It’s a life on, or near the ice.
Three generations of hockey.
Rick Bowness is the University of Denver hockey team’s sports information director. When it comes to working in hockey he didn’t have much of a choice. Rick’s grandpa played in the Montreal farm system, his dad just set the record this year for most games coached at the NHL level.
"I think 2,165 was the record. So quite a few,” Bowness said.
Dad is currently an assistant with Tampa Bay. That’s where Rick’s sister works as well.
“My wife Jodee, we met working for the Red Wings together. She’s currently working for the Avalanche on the ticketing side,” Bowness said.
So hockey is kind of a thing for the Bowness family, including Rick’s brother Ryan who is a scout for the Pittsburgh Penguins. That is, the Stanley Cup Champion Pittsburgh Penguins.
“The NHL has a cool tradition where members of the winning team and some with the front office get a day with the Stanley Cup,” Bowness said.
Ryan’s day came in late July, meaning that just months after getting his hands on the National Championship trophy, Rick got the chance to party with Lord Stanley.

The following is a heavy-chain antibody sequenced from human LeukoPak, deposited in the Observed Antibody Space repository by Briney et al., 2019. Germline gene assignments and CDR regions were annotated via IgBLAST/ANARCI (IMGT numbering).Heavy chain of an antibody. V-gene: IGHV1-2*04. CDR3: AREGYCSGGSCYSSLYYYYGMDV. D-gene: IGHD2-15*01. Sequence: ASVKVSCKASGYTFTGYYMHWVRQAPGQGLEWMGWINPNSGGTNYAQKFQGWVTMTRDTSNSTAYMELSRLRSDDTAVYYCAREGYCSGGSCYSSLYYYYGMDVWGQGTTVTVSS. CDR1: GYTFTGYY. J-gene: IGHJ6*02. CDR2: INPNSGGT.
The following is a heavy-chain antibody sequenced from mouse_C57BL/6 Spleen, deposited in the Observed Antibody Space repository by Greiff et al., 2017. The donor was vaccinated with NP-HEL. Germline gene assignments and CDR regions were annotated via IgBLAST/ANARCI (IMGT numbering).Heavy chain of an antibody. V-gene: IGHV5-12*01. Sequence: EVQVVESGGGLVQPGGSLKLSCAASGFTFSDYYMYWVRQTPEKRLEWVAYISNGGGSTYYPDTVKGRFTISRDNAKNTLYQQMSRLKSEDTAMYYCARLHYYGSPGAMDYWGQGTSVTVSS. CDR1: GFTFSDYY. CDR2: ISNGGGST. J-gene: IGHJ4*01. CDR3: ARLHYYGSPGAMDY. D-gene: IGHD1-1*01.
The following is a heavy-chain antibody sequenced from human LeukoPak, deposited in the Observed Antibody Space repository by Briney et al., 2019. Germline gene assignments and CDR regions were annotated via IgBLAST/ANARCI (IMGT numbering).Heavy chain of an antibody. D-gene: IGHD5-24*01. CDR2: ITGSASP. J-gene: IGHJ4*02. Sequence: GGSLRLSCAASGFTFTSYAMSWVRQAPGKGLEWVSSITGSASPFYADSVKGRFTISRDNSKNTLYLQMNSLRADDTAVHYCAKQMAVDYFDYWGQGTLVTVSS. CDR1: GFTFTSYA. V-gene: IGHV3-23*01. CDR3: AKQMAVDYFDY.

They picked the cup up at the airport at 11 and the tour of their hometown of Halifax, Nova Scotia was on. The old college campus, a downtown clothing shop, and stop for a Halifax specialty: the Donair.
“It’s pretty much pure fat but it’s delicious," Bowness told 9NEWS. "So they ate Donairs out of the Cup.”
Back at home, the party continued.
“My mom made seafood chowder," Bowness said. "Eastern Canada, seafood is a delicacy so she made up some chowder. We poured it in there, we got some spoons and ate from it.”
There are some rules:
“If you want to drink out of it, my brother has to pour it for you,” Bowness said.
And that epic, two-handed pose has to be earned.
“To lift (the Cup) over the head you had to have won it. So I couldn’t do that unfortunately," Bowness said. "We did one with each of us, I had one hand on it over my wife’s head.”
She happily posed for the photo, but remember Jodee, and many others in the family, work for NHL teams, meaning they were hesitant to put a finger print on it.
"It’s a big superstition, like a jinx," Bowness said. "So my father didn’t touch it, my sister didn’t touch it, my wife did not touch it. So just my mom and myself were able to kiss it and life it up a bit."
Two hundred and fifty people came to hang with the cup until it was whisked away to Russia for another celebration.
“There’s almost a mythical quality to the cup in Canada. People see it and it is like the Holy Grail for Canadians,” Bowness said.
It's a grail the Bowness family will likely see again. It’s just a matter of who will win it next.